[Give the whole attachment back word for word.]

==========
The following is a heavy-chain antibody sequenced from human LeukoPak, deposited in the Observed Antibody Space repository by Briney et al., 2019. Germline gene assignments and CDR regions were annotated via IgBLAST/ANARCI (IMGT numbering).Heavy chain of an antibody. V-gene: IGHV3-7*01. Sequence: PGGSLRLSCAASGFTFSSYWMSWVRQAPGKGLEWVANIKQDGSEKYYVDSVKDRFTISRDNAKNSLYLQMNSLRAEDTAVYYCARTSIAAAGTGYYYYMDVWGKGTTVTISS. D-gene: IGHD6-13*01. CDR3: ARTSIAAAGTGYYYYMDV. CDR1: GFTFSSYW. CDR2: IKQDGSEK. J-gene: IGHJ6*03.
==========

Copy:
The following is a heavy-chain antibody sequenced from human LeukoPak, deposited in the Observed Antibody Space repository by Briney et al., 2019. Germline gene assignments and CDR regions were annotated via IgBLAST/ANARCI (IMGT numbering).Heavy chain of an antibody. V-gene: IGHV3-7*01. Sequence: PGGSLRLSCAASGFTFSSYWMSWVRQAPGKGLEWVANIKQDGSEKYYVDSVKDRFTISRDNAKNSLYLQMNSLRAEDTAVYYCARTSIAAAGTGYYYYMDVWGKGTTVTISS. D-gene: IGHD6-13*01. CDR3: ARTSIAAAGTGYYYYMDV. CDR1: GFTFSSYW. CDR2: IKQDGSEK. J-gene: IGHJ6*03.